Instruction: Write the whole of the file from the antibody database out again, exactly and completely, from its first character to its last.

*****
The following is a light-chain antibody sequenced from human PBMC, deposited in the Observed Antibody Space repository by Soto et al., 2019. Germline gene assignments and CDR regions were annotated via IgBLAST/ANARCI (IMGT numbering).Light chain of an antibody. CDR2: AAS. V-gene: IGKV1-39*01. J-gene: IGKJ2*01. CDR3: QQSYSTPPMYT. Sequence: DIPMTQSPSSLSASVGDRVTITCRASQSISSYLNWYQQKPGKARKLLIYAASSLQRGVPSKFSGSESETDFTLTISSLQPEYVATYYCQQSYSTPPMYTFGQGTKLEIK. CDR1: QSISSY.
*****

The following is a light-chain antibody sequenced from human PBMC, deposited in the Observed Antibody Space repository by Soto et al., 2019. Germline gene assignments and CDR regions were annotated via IgBLAST/ANARCI (IMGT numbering).Light chain of an antibody. CDR2: AAS. V-gene: IGKV1-39*01. J-gene: IGKJ2*01. CDR3: QQSYSTPPMYT. Sequence: DIPMTQSPSSLSASVGDRVTITCRASQSISSYLNWYQQKPGKARKLLIYAASSLQRGVPSKFSGSESETDFTLTISSLQPEYVATYYCQQSYSTPPMYTFGQGTKLEIK. CDR1: QSISSY.